Readers letters, April 26
Rebecca Long-Bailey, Shadow Business and Energy Secretary, put in an appearance outside the Cuadrilla site recently, where she told anti-fracking protestors that a future Labour government would ban shale gas and deliver 60 per cent of “energy” from renewables by 2030.
Total “energy” in the UK includes electricity, heat for homes and businesses, and transport – incorporating passenger cars, buses, planes and trains. Like it or not, most of that energy is supplied by fossil fuels.
The earliest we could see a Labour government would be 2020. It’s not feasible to suggest that in just 10 years, it could totally transform the UK’s energy systems to run on 60 per cent renewables.
In fact, it’s not even all that likely that we’ll be able to get 60 per cent of just our electricity from renewables, 100 per cent of the time, by 2030.
It would require not only enormous additional onshore and offshore wind capacity and much more solar, but also vast arrays of giant batteries to give us some way of storing power when it’s generated for use later (like on a freezing winter night, when the wind isn’t blowing and it’s dark).
I’m a big advocate of renewables, but I’m also a realist. Ambition is great, however, if it can’t be achieved, it risks turning people off. The basic fact is that while we continue to build renewables and start to think about grid-scale battery storage, we’re going to carry on using a lot of gas. It’s better if that’s British gas, including from under my home in the North West, instead of imported gas.
Independent energy consultant
Email address supplied
The Countryside Alliance welcomes the commitment to review the current punishments for the illegal disposal of waste, but is concerned that if stronger action is not taken then we will continue to see fly-tipping increasing every year.
We must all work harder to fight this blight.
Farmers and landowners must report any suspicious activity and put in place prevention measures to make it more difficult for people to fly-tip on their land.
But this must be backed up by local authorities using the full force of the law against those who fly-tip and strengthening the law where appropriate.
Head of policy
I would like to respond to your correspondent’s letter last week (Baseless attack, April 19). Firstly I am not anonymous; the Lancaster Guardian has my personal details. I choose not to have them published but it doesn’t make my views any less valid.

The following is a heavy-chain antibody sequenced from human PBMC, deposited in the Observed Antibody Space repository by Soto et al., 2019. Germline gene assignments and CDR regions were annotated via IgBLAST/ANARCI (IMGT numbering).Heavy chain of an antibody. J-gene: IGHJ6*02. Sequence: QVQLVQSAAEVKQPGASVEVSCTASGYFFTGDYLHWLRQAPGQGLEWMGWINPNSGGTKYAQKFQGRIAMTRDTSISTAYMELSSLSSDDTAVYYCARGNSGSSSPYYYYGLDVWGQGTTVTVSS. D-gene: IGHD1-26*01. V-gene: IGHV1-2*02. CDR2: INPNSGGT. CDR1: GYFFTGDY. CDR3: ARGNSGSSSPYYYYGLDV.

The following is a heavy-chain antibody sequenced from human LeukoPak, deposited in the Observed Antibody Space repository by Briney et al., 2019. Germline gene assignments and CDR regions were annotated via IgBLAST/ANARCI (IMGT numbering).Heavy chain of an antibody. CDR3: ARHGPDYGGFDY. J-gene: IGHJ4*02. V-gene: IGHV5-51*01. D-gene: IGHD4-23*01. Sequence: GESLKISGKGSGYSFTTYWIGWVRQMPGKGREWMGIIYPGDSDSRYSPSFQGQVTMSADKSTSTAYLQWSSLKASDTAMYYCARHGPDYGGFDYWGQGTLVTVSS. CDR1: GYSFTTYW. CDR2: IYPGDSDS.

Secondly, as a constituent it is my democratic right to question my MP and to receive from her personally and publicly her stance on anti-Semitism, but I have not seen her do this in the local press.
I do not expect to be attacked for daring to ask why she has remained silent on what is a very serious issue, nor have I suggested she holds anti-Semitic views.
Indeed, I would be very happy to learn from her personally that she wholeheartedly supports those MPs who have suffered abuse and that she also condemns the failure of Corbyn to tackle the issue. I wait to hear from her.
Thirdly, I watched the debate on anti-Semitism in Parliament last week, as I’m sure did many people.
MPs from the Labour Party stood and told of their experiences of terrible anti-Semitic abuse from members or supporters of the Labour Party and most particularly Momentum, and many Labour MPs expressed their concern that it was becoming acceptable and the norm to hold such views within the party; they also publicly and passionately condemned Corbyn for his failure to effectively deal with it.
Was that ‘baseless’ and ‘offensive political point scoring’ and ‘exploiting the issue’ from members of his own party?
There was cross party support for these brave MPs, and I was moved to tears by much of what was said by those who have been loyal, long standing party members, but still subjected to such treatment.
I am ashamed that in this day and age we are even having a debate on the issue.
I certainly was not political point scoring, but it seems that anyone daring to criticise what is happening and Corbyn’s lack of action is accused of it.
Name and address supplied
RAF 100 celebration
As the Veterans Champion for Lancaster City Council, I just want thank and congratulate the Royal Air Forces Association, Morecambe Branch, for organising an excellent evening to celebrate 100 years of the RAF.